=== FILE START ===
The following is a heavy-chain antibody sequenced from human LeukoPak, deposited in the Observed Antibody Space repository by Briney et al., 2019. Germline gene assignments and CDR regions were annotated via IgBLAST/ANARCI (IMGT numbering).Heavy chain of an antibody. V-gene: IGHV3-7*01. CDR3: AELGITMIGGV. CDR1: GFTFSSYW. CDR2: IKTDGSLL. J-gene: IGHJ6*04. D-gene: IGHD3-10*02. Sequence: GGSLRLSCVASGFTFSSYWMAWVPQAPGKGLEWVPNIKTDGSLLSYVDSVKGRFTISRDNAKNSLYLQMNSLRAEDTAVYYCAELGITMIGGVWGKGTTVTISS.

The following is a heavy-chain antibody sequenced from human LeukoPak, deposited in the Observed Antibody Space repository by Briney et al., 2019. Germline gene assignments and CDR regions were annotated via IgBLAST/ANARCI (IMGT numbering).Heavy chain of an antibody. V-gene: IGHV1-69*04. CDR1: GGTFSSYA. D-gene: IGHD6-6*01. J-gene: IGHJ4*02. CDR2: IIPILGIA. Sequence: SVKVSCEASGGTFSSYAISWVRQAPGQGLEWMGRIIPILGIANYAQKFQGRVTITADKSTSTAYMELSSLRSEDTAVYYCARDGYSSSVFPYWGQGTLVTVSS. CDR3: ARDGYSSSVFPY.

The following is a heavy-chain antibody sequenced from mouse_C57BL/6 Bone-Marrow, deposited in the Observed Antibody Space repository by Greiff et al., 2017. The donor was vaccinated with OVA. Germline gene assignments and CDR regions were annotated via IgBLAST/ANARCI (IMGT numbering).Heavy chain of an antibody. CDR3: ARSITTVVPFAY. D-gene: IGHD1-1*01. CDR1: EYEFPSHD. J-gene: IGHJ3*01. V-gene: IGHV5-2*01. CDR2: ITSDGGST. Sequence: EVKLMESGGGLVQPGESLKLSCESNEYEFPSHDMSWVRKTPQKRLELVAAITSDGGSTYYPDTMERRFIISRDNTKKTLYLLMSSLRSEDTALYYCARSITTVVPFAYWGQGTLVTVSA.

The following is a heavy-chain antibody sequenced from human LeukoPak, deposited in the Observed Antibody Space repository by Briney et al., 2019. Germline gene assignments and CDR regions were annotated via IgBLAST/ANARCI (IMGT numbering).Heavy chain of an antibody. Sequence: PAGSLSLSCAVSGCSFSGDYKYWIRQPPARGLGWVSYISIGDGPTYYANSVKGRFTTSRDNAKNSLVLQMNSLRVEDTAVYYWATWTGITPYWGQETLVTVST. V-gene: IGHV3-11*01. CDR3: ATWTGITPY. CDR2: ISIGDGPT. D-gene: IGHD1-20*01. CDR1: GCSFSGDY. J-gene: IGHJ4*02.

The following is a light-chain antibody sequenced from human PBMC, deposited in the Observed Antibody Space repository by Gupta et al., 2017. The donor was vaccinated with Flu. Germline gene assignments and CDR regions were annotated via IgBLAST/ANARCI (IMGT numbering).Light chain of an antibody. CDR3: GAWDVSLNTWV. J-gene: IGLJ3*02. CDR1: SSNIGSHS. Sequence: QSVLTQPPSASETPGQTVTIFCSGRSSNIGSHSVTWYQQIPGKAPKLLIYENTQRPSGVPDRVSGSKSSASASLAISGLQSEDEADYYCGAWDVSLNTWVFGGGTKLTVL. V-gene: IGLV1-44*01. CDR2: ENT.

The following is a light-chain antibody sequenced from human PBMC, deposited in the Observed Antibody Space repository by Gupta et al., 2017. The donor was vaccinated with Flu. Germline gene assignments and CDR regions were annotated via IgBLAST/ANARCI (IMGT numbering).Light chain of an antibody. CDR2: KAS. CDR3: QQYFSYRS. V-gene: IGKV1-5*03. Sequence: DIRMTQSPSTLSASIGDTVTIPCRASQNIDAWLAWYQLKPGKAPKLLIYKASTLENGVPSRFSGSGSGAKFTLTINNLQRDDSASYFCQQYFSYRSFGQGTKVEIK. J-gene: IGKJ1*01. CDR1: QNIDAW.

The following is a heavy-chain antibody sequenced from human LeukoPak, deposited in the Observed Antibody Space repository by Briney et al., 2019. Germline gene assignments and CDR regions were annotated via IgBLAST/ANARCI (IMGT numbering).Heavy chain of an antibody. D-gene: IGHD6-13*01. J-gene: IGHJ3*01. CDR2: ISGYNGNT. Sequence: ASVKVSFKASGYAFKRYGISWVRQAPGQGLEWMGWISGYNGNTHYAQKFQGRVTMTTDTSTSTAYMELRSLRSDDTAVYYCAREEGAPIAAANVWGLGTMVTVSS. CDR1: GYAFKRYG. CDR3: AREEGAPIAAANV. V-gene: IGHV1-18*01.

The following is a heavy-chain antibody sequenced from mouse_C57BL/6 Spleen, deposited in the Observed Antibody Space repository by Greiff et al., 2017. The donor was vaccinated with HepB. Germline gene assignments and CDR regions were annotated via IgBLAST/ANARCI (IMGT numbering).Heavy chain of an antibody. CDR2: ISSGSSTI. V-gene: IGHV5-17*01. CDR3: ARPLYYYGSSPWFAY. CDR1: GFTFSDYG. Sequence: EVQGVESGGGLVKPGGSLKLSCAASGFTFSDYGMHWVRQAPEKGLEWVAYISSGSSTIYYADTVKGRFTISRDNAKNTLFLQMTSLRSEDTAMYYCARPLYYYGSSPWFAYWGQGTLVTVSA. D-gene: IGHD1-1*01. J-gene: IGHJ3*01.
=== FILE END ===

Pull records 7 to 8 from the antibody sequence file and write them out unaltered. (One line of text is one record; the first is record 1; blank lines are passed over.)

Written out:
The following is a heavy-chain antibody sequenced from human LeukoPak, deposited in the Observed Antibody Space repository by Briney et al., 2019. Germline gene assignments and CDR regions were annotated via IgBLAST/ANARCI (IMGT numbering).Heavy chain of an antibody. D-gene: IGHD6-13*01. J-gene: IGHJ3*01. CDR2: ISGYNGNT. Sequence: ASVKVSFKASGYAFKRYGISWVRQAPGQGLEWMGWISGYNGNTHYAQKFQGRVTMTTDTSTSTAYMELRSLRSDDTAVYYCAREEGAPIAAANVWGLGTMVTVSS. CDR1: GYAFKRYG. CDR3: AREEGAPIAAANV. V-gene: IGHV1-18*01.

The following is a heavy-chain antibody sequenced from mouse_C57BL/6 Spleen, deposited in the Observed Antibody Space repository by Greiff et al., 2017. The donor was vaccinated with HepB. Germline gene assignments and CDR regions were annotated via IgBLAST/ANARCI (IMGT numbering).Heavy chain of an antibody. CDR2: ISSGSSTI. V-gene: IGHV5-17*01. CDR3: ARPLYYYGSSPWFAY. CDR1: GFTFSDYG. Sequence: EVQGVESGGGLVKPGGSLKLSCAASGFTFSDYGMHWVRQAPEKGLEWVAYISSGSSTIYYADTVKGRFTISRDNAKNTLFLQMTSLRSEDTAMYYCARPLYYYGSSPWFAYWGQGTLVTVSA. D-gene: IGHD1-1*01. J-gene: IGHJ3*01.